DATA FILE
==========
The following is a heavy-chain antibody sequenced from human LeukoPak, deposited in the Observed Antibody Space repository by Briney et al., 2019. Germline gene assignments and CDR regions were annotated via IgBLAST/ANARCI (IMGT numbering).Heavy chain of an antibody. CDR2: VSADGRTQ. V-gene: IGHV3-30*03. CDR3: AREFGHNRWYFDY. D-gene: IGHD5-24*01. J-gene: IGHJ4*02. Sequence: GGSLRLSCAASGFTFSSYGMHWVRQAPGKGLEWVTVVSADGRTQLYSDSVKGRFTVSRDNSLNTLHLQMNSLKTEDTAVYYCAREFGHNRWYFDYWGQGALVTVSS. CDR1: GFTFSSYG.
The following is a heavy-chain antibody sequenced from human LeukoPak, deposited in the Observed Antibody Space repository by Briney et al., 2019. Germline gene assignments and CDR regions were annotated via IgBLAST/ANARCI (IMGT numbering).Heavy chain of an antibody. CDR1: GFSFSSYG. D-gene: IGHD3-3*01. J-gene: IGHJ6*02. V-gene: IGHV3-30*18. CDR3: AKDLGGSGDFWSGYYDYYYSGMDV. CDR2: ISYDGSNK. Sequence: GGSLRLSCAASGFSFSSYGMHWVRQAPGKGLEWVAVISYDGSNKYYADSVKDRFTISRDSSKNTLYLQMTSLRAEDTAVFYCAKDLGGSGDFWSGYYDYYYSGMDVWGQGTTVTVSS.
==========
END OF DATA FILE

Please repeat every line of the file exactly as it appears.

The following is a heavy-chain antibody sequenced from human LeukoPak, deposited in the Observed Antibody Space repository by Briney et al., 2019. Germline gene assignments and CDR regions were annotated via IgBLAST/ANARCI (IMGT numbering).Heavy chain of an antibody. CDR2: VSADGRTQ. V-gene: IGHV3-30*03. CDR3: AREFGHNRWYFDY. D-gene: IGHD5-24*01. J-gene: IGHJ4*02. Sequence: GGSLRLSCAASGFTFSSYGMHWVRQAPGKGLEWVTVVSADGRTQLYSDSVKGRFTVSRDNSLNTLHLQMNSLKTEDTAVYYCAREFGHNRWYFDYWGQGALVTVSS. CDR1: GFTFSSYG.
The following is a heavy-chain antibody sequenced from human LeukoPak, deposited in the Observed Antibody Space repository by Briney et al., 2019. Germline gene assignments and CDR regions were annotated via IgBLAST/ANARCI (IMGT numbering).Heavy chain of an antibody. CDR1: GFSFSSYG. D-gene: IGHD3-3*01. J-gene: IGHJ6*02. V-gene: IGHV3-30*18. CDR3: AKDLGGSGDFWSGYYDYYYSGMDV. CDR2: ISYDGSNK. Sequence: GGSLRLSCAASGFSFSSYGMHWVRQAPGKGLEWVAVISYDGSNKYYADSVKDRFTISRDSSKNTLYLQMTSLRAEDTAVFYCAKDLGGSGDFWSGYYDYYYSGMDVWGQGTTVTVSS.